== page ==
Who speaks Czech?
ÄŒeština is a Slavic language, with about 12 million native speakers, living in the West and the centre of the Czech Republic, specifically in the regions of Bohemia, Moravia and most of Silesia; it is also used in Slovakia as the language of culture and as the liturgical language of the Protestant Church. Speakers of Czech and Slovak usually understand both languages in their written and spoken form, thus constituting a pluricentric language, though some dialects or heavily accented speech in either language might present difficulties to speakers of the other.
In the Czech Republic two distinct varieties or interdialects of spoken Czech can be found, corresponding more or less to geographic areas within the country. The first, and most widely used, is Common Czech, spoken especially in Bohemia. The second major variant is spoken in Moravia and Silesia.
Which family belongs doe Czech to?
Czech belongs to the Western group of Slavic languages along with Slovak, Polish, Kashubian, Sorbian and Slovincian; it is written in Latin characters, to which many diacritical symbols were added, which allow to represent the different nuances of sounds with great ease and precision. Their introduction is due to J. Hus, whose works include an Orthography.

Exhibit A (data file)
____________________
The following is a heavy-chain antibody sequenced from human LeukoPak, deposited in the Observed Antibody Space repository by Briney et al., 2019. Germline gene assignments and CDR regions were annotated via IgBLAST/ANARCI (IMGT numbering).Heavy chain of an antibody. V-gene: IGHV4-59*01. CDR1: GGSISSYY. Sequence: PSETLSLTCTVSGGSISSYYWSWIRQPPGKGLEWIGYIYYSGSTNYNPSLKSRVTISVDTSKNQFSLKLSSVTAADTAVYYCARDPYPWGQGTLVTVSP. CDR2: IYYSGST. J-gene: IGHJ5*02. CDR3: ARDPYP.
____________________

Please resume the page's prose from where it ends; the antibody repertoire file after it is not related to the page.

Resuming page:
Where does Czech come from?
The first documents which can be considered properly Czech date back to the 13th century, namely some translations, a Chronicle of Dalimil (14th century). In the 14th century we can also locate the important work of Thomas of Štítný (1331-1401): with him the literary language is identified with the speech of Prague. Starting from the 16th century, Czech was supplanted by German in the literary and official uses and it was downgraded to language of popular use. Nevertheless, by the end of the 18th century, with the spread of the Romantic ideology, and with the awakening of nationalism, Czech revived and gave rise to a remarkable literary production.
The name ÄÂÃ‚Âeština, Czech, comes from the Slavic tribe of the Czechs (ÄŒech, pl. ÄŒeši ) who settled in central Bohemia and united the neighboring Slavic tribes under the reign of the PÅ™emyslian dynasty (PÅ™emyslovci). The etymology is unclear. According to a legend, the word and all other items relating to the Czech nation derived from the Forefather ÄŒech, who led the tribe of Czechs into its land.
What are the main linguistic characteristics of Czech?
Among the phonetic characteristics that distinguish Czech from the other West Slavic languages the following are included:
1.- the use of a fixed heavy accent on the first syllable of the word;
2.- the distinction between long vowels and short vowels;
3.- the presence of a laryngeal breathing h;
4.- the dental palatalized t’, d’;
5.- r and l with syllabic value.
- Enciclopedia Grolier